God’s goodness is indeed a treasury of wonderful riches. But it was not set up to fund the removal of every little inconvenience from our lives in this world. We need to be careful what we ask for and why. God’s grace is not to be taken lightly.
As the God of truth, God requires that our actions truthfully reflect our desire and that our desire be nothing less than conformity — body, soul, and spirit — to the realities of His truth. We must desire God as sincerely as children often do.
Answers to our questions about God can’t always be found by philosophical inquiry. We have to weave our inquiries into our dealings with other human beings. It is in the giving and receiving of love that truth has its best chance to occur to us.
Christ’s love has a “compelling” effect on us, even before we receive the forgiveness of our sins. It is our recognition of His love and our joyous anticipation of gratitude to Him that move us to respond to the gospel in the first place.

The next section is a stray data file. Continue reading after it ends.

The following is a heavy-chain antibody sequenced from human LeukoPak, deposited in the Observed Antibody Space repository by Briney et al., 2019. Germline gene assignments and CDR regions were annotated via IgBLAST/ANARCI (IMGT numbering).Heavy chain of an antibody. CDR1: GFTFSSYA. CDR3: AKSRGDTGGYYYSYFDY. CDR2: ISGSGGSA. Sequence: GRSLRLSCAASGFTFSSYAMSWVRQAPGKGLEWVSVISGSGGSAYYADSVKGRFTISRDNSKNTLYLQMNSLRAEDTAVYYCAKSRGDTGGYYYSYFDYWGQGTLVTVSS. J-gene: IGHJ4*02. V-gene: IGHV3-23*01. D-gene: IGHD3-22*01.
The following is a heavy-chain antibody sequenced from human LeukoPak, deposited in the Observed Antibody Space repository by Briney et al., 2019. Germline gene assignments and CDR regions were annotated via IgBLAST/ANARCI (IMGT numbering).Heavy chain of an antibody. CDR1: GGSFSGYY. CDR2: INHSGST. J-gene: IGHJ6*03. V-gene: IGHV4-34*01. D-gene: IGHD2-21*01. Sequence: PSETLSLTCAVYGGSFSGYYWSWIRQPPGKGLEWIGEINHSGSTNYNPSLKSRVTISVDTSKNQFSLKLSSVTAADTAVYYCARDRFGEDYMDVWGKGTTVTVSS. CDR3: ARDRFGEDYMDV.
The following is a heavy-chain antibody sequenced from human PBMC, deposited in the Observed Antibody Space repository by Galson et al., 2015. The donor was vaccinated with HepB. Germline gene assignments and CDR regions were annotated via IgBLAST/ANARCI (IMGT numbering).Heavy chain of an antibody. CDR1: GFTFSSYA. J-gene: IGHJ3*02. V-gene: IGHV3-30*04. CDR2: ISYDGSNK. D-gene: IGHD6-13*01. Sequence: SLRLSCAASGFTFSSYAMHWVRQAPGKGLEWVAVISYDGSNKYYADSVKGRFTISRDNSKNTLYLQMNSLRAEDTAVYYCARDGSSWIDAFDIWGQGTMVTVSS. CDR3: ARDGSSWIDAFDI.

As painful as it is to admit our total bankruptcy before God, there is no other way to be receptive to Him. It is only when our vessel has been drained of its last dregs that it is ready to be filled anew. “Blessed are the poor in spirit.”
In God’s providence, each of us is confronted each day with facts that ought to move us. The whole issue of spiritual growth hangs in the balance as we make the daily decisions that determine our responsiveness, the sensitivity of our hearts.
God gave us hearts with several dimensions, and we were designed to seek Him in all of these. To some extent, is this not wholeheartedness? To give God less than all three — our intellect, emotions, and will — is to be less than a whole person.
Hunger is not always a bad thing. There is an old saying that “hunger is the best sauce.” Perhaps our hunger needs to grow more intense before we can properly appreciate the feast. If so, God may withhold the feast until we are ready.
Trifling is undesirable even in worldly matters. Those who dabble, acting superficially and without any serious intent, rarely accomplish any lasting good. But the worst trifling is to trifle with God. That is not only undesirable; it is deadly.
Godly love can only be possible when we grow in our appreciation of the goodness of God’s holy character. As long as our delight depends upon His conforming Himself to our wishes, that delight will be small. We must learn to love the truth about God.